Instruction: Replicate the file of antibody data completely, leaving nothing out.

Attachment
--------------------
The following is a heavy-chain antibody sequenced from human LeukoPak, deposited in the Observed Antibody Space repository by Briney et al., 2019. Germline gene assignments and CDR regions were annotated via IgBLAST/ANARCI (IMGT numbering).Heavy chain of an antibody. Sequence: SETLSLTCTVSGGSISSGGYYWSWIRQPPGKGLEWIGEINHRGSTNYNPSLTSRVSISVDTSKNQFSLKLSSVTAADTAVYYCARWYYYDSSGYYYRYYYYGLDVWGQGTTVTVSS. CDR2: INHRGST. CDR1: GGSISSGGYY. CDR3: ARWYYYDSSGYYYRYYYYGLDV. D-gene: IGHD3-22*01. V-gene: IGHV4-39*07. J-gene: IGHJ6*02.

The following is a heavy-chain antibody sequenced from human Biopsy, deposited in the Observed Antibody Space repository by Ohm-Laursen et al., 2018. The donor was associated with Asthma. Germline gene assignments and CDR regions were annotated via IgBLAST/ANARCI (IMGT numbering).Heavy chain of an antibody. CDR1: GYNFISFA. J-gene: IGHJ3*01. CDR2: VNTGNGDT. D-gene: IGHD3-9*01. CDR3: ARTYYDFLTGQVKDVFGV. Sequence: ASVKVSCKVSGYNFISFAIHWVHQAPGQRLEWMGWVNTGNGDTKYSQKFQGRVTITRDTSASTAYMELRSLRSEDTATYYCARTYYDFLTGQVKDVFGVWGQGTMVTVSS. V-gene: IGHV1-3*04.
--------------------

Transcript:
The following is a heavy-chain antibody sequenced from human LeukoPak, deposited in the Observed Antibody Space repository by Briney et al., 2019. Germline gene assignments and CDR regions were annotated via IgBLAST/ANARCI (IMGT numbering).Heavy chain of an antibody. Sequence: SETLSLTCTVSGGSISSGGYYWSWIRQPPGKGLEWIGEINHRGSTNYNPSLTSRVSISVDTSKNQFSLKLSSVTAADTAVYYCARWYYYDSSGYYYRYYYYGLDVWGQGTTVTVSS. CDR2: INHRGST. CDR1: GGSISSGGYY. CDR3: ARWYYYDSSGYYYRYYYYGLDV. D-gene: IGHD3-22*01. V-gene: IGHV4-39*07. J-gene: IGHJ6*02.

The following is a heavy-chain antibody sequenced from human Biopsy, deposited in the Observed Antibody Space repository by Ohm-Laursen et al., 2018. The donor was associated with Asthma. Germline gene assignments and CDR regions were annotated via IgBLAST/ANARCI (IMGT numbering).Heavy chain of an antibody. CDR1: GYNFISFA. J-gene: IGHJ3*01. CDR2: VNTGNGDT. D-gene: IGHD3-9*01. CDR3: ARTYYDFLTGQVKDVFGV. Sequence: ASVKVSCKVSGYNFISFAIHWVHQAPGQRLEWMGWVNTGNGDTKYSQKFQGRVTITRDTSASTAYMELRSLRSEDTATYYCARTYYDFLTGQVKDVFGVWGQGTMVTVSS. V-gene: IGHV1-3*04.